Raising a Creative Child

Ada
My guest writer today is Ada, a stay-at-home mother of two rambunctious preschoolers. Ada enjoys spending time with her family, cooking, and reading when she’s not playing Mommy.

Creativity is used every day, in every aspect of our lives. When we think of creativity, we usually think of it in the context of art, but according to Wikipedia, creativity is “the phenomenon whereby a person creates something new (a product, a solution, a work of art, a novel, a joke, etc.) that has some kind of value.”

What does this mean to me? It means that if I want to raise a child who can solve her own problems, she needs to be creative. I feel that creativity is a necessary component of a child’s education, but how do we raise a creative child?

Foster Exploration

In the dryer - fostering exploratioSome children may seem to be born more creative than others; however, their creative tendencies are likely due to an environment that is open to creative expression, rather than stifling the child’s explorations.

In our home, we foster an atmosphere of stimulation. If my three-year-old wants to color the grass pink, because it’s her favorite color, I don’t say, “grass is green, not pink.” This would stifle her creative exploration.

And instead of having a long list of items within reach that they can’t touch, we set out items that they can touch, feel, sense – in essence, explore.

Fun in Exercise

Fun in exerciseJust as a child needs to exercise her muscles to help them grow, creative “muscles” need stretching and exercising.

Exercising our muscles can either be a grueling, hard and painful experience or a fun and enjoyable experience.

Likewise, exercising our child’s mind can either be tedious or joyful.

Have fun with your child – play games that will provoke thought and imagination, let them explore, or give them a bunch of objects and just let them create.

Reading, Writing, and a Rhythm

Several studies have indicated that reading to children before preschool-aged will help them do well in all facets of formal education, as well as helping them to have basic speech skills.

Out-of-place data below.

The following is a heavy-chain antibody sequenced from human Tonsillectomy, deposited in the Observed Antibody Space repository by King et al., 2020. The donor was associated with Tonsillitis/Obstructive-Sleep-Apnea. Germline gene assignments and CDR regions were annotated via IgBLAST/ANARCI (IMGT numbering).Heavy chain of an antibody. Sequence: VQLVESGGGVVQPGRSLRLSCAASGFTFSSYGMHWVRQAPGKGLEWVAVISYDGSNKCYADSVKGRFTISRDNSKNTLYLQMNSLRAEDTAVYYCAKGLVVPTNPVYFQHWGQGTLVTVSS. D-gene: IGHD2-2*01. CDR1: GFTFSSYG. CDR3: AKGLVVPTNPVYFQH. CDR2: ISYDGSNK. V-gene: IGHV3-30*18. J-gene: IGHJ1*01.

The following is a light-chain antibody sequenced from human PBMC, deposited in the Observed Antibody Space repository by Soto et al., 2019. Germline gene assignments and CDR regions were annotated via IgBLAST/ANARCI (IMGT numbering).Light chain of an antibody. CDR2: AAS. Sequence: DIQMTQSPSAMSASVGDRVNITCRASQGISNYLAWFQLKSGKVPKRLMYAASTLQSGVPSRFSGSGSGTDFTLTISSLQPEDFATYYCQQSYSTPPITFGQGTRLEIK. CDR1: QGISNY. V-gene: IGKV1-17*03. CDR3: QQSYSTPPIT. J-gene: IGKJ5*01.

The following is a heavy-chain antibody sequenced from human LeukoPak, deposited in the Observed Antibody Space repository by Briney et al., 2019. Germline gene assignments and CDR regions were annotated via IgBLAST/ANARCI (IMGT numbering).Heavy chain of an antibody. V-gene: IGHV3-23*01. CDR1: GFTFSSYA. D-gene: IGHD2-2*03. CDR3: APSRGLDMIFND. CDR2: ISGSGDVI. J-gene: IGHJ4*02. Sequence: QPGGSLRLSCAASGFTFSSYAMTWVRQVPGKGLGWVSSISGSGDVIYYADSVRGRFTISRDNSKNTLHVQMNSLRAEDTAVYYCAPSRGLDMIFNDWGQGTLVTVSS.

The other night my 3-year-old came up to me and said, “Mommy, I’m not feeling well. I can’t eat my dinner.” Really she just wanted dessert, but I was impressed with her proper use of grammar, her sentence structure, as well as her solution.

Reading writing and a rhythmWhen reading with a child, try the following:

  • Ask questions. “Where’s the bird?”, “What is that man doing?”, or “What is going to happen next?”
  • Let the child fill in the blanks. “Itsy Bitsy Spider went up the water ______.” (Pause and let the child say “spout”.)
  • Let them “read” to you. Even if the child can’t read words, they can make up their own story using the pictures. You’d be amazed with how much of the story they pick up from listening to you read it to them.
  • Have toddlers and preschoolers act out the story or draw it.

What are some other ways to promote creativity in our children?

Update

23 July 2017 — Changed the author’s image and removed a dead links.

Shopping With A Quiet Child

Bryson Playing Angry Birds on a Kindle Fire

How to shop with a quiet child:

  1. Place Bryson in shopping cart
  2. Give him a Kindle Fire
  3. Run Angry Birds

Good for 15 to 30 minutes of quiet. Results vary by child.

Photo Credit: From the iPhone of Megan
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I Love to See the Temple

Aurora and Cassandra at the Salt Lake Temple

Aurora and Cassandra in the grounds of the Salt Lake Temple